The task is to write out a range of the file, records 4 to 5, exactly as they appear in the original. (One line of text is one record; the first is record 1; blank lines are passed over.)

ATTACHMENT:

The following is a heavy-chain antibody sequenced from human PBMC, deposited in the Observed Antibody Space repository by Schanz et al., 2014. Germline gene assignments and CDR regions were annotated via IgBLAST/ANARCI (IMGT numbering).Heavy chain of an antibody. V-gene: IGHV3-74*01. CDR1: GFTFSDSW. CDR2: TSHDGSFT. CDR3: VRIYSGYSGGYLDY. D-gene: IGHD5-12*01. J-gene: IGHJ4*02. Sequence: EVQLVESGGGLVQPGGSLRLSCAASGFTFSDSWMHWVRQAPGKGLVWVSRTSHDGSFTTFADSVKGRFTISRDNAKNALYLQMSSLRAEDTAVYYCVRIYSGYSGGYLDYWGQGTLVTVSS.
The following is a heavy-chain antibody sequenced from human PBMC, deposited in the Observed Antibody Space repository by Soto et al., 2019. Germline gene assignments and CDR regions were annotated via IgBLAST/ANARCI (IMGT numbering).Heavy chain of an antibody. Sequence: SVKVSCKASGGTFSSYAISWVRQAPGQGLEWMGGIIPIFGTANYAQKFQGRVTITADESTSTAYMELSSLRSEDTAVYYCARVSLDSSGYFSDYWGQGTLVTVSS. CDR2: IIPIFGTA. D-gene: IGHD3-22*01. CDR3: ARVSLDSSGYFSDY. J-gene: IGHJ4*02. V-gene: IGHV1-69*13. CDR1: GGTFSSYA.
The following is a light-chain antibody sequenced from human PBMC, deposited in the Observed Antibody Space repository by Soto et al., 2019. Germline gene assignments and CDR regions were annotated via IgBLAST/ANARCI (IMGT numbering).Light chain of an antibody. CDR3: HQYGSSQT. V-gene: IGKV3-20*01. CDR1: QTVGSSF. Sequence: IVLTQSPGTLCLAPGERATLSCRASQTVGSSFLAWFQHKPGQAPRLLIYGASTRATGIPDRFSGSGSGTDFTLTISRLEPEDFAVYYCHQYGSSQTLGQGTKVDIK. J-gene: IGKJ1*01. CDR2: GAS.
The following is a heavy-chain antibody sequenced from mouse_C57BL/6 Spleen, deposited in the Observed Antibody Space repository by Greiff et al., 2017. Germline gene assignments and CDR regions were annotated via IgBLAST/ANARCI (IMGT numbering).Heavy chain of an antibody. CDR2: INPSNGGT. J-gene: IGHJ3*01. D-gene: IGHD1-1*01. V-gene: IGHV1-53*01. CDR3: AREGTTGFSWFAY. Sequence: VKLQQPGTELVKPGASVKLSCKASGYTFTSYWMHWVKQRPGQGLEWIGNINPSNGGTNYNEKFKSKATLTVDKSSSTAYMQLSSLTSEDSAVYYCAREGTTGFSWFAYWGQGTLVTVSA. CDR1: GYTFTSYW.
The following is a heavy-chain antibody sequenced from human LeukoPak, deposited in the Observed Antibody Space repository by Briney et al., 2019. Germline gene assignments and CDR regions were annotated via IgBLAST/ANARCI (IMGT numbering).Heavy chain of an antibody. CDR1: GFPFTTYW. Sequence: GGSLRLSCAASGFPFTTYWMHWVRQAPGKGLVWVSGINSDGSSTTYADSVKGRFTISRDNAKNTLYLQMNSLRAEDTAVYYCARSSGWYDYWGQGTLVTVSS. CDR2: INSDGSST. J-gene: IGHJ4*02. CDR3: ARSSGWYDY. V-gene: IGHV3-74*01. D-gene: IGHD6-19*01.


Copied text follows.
The following is a heavy-chain antibody sequenced from mouse_C57BL/6 Spleen, deposited in the Observed Antibody Space repository by Greiff et al., 2017. Germline gene assignments and CDR regions were annotated via IgBLAST/ANARCI (IMGT numbering).Heavy chain of an antibody. CDR2: INPSNGGT. J-gene: IGHJ3*01. D-gene: IGHD1-1*01. V-gene: IGHV1-53*01. CDR3: AREGTTGFSWFAY. Sequence: VKLQQPGTELVKPGASVKLSCKASGYTFTSYWMHWVKQRPGQGLEWIGNINPSNGGTNYNEKFKSKATLTVDKSSSTAYMQLSSLTSEDSAVYYCAREGTTGFSWFAYWGQGTLVTVSA. CDR1: GYTFTSYW.
The following is a heavy-chain antibody sequenced from human LeukoPak, deposited in the Observed Antibody Space repository by Briney et al., 2019. Germline gene assignments and CDR regions were annotated via IgBLAST/ANARCI (IMGT numbering).Heavy chain of an antibody. CDR1: GFPFTTYW. Sequence: GGSLRLSCAASGFPFTTYWMHWVRQAPGKGLVWVSGINSDGSSTTYADSVKGRFTISRDNAKNTLYLQMNSLRAEDTAVYYCARSSGWYDYWGQGTLVTVSS. CDR2: INSDGSST. J-gene: IGHJ4*02. CDR3: ARSSGWYDY. V-gene: IGHV3-74*01. D-gene: IGHD6-19*01.